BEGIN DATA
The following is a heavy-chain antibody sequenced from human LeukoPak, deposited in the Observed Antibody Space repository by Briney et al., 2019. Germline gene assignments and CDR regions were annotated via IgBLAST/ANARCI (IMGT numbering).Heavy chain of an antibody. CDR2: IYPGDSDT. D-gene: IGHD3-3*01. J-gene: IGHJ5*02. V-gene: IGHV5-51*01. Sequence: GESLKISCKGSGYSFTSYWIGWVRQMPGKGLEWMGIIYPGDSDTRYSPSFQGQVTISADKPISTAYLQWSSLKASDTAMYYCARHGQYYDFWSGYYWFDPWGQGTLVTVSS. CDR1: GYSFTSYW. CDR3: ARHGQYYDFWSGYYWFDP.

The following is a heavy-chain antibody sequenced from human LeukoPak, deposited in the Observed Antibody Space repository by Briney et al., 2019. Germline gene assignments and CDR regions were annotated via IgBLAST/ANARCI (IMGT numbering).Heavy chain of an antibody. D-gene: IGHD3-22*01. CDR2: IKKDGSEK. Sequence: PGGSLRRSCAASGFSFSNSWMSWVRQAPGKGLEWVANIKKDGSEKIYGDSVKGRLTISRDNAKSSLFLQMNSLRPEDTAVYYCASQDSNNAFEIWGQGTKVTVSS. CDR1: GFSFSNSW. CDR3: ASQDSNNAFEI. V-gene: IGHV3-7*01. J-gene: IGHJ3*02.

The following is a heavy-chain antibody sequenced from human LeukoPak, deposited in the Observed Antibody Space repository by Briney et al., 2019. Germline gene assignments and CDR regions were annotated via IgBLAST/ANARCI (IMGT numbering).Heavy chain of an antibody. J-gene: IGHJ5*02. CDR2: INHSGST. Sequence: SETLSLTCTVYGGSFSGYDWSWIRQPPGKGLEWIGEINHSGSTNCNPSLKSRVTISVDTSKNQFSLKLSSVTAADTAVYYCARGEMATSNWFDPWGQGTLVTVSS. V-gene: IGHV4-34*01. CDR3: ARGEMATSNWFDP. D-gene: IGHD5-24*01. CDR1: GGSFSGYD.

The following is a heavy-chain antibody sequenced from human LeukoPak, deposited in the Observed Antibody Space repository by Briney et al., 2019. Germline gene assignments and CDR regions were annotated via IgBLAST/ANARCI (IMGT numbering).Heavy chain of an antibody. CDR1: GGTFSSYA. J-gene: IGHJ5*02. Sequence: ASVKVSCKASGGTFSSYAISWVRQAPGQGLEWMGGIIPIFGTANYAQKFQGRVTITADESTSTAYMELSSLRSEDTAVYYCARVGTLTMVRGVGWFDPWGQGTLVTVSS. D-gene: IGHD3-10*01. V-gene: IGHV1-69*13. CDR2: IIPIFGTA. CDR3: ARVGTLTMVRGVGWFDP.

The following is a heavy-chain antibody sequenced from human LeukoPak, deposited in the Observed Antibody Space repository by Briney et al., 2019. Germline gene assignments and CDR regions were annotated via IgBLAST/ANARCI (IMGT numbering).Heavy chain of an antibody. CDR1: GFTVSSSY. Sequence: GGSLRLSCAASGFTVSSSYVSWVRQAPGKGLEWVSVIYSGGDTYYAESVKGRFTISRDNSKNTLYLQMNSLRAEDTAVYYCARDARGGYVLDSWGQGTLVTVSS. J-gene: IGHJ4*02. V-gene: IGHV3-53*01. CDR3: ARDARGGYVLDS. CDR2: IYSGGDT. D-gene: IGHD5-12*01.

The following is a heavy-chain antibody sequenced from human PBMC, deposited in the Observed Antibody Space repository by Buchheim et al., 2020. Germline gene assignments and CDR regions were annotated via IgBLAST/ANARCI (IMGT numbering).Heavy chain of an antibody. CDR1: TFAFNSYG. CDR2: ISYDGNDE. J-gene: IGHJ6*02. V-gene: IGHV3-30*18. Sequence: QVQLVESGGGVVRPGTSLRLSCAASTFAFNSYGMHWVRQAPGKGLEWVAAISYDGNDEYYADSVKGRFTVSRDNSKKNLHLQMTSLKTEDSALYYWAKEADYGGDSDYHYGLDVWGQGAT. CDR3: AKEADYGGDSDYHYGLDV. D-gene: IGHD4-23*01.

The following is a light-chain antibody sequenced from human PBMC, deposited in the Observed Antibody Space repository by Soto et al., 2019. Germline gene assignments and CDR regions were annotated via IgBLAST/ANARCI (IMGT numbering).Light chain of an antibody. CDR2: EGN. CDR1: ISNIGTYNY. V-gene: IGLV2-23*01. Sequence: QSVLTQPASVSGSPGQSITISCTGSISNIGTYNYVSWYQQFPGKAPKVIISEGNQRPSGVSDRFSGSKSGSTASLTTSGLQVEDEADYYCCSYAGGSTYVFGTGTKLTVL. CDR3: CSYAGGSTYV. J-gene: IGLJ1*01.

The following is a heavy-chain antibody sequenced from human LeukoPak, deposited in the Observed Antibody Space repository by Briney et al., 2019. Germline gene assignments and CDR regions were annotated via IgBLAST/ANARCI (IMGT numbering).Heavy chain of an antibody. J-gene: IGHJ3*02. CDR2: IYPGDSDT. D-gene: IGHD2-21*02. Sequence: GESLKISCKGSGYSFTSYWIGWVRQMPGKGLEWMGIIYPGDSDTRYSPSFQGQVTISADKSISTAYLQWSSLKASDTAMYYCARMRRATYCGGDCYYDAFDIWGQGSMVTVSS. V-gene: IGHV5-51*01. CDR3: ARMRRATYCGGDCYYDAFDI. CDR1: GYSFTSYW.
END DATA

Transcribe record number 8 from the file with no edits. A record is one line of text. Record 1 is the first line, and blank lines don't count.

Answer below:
The following is a heavy-chain antibody sequenced from human LeukoPak, deposited in the Observed Antibody Space repository by Briney et al., 2019. Germline gene assignments and CDR regions were annotated via IgBLAST/ANARCI (IMGT numbering).Heavy chain of an antibody. J-gene: IGHJ3*02. CDR2: IYPGDSDT. D-gene: IGHD2-21*02. Sequence: GESLKISCKGSGYSFTSYWIGWVRQMPGKGLEWMGIIYPGDSDTRYSPSFQGQVTISADKSISTAYLQWSSLKASDTAMYYCARMRRATYCGGDCYYDAFDIWGQGSMVTVSS. V-gene: IGHV5-51*01. CDR3: ARMRRATYCGGDCYYDAFDI. CDR1: GYSFTSYW.